Many of us will be enjoying our grills this summer season, whether your food of choice be meat or veggies. No one wants salmonella from uncooked meat, poultry, or seafood, but let’s also make sure we aren’t ingesting toxins from overcooked, burnt food or inhaling carcinogenic smoke either.
The American Cancer Society notes that cooking meat at high temperatures can create chemicals that may increase your cancer risk. In fact, one study linked regular consumption of charred, well-done meat with a 60 percent increase in pancreatic cancer (University of Minnesota). Did you know the smoke from our grills contains toxic chemicals that we inhale when we’re standing over our grills? Not fun news to hear, especially given that roughly 80 percent of all U.S. households grill at least 1-2 times each week during the summer. Good news! Veggies don’t contain any carcinogens even when charred, so grill all the veggies you want!
The Burning Question (no pun intended!)
Are there ways to enjoy grilling meat in a more healthy way? The answer is YES!
See our top 15 easy tips:
- Choose leaner cuts of meat and trim fat to reduce
fat drippings that cause smoke and potential carcinogens.
Use thick marinades and rubs containing rosemary, thyme, pepper to enhance flavor AND reduce the creation of carcinogens by up to 96% by reducing dripping fat. Marinades act as barriers between meat and toxins.
- Precook your meat on a low setting either in a skillet or your oven before putting on the grill. This reduces some of the fat drippings and smoke.
- Use some aluminum foil as a protective barrier under your meat and poke a few small holes in it. This reduces drippings and keeps smoke away from your meat.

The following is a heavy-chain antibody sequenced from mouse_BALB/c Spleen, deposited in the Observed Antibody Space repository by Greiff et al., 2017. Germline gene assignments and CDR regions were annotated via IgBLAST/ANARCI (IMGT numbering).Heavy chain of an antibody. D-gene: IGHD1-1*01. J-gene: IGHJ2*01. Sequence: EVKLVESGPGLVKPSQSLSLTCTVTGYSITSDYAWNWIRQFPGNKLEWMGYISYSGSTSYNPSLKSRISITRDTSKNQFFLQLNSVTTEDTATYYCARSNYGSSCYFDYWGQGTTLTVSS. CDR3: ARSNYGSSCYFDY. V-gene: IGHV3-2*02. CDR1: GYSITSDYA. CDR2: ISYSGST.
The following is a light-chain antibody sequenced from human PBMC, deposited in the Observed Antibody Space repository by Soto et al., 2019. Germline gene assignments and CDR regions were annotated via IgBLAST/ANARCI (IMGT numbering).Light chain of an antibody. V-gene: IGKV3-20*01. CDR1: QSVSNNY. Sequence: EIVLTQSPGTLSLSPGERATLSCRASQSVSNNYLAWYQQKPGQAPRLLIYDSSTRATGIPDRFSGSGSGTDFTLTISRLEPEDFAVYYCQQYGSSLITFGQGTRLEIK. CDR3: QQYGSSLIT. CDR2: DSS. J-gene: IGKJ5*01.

- Remove charred parts of meat before eating.
Try to cook fish more often as it cooks much quicker than meat reducing exposure to smoke and flames.
- Keep your grill clean which can keeps charred residue from affecting your next batch of food.
- Cook with less intense heat and lower temperatures with all cooking methods.
- Use hardwood chips from hickory and maple which burn cooler than softwoods like pine and fir.
- Use charcoal (all natural, if you can find them) briquettes, which burn at lower temperatures.
- Oil your grill (with olive oil) to keep food from sticking.
Don’t cook directly over coals, move them to the side.
- Keep the grill rack farther away from the food rather then right on top of the coals.
- Avoid having flames come in contact with the food.
- Remove food from the grill as soon as it is cooked.
And, a bonus tip: Consider using a “chimney” to start your coals, rather than petroleum-based lighter fluid.
Barbeques draw family and friends together, especially during the summer season.
There’s always a great spread of wonderful food to enjoy! With a little mindfulness to the above terrific suggestions, we can all continue to enjoy throwing our favorite foods on our grills AND stay healthy!
Happy, Healthy Grilling Everyone!
Huffington Post – Dr. Nalini Chilkov
Reader’s Digest – Alyssa Jung
The Daily Details
The Oz Blog – Dr. William W. Li
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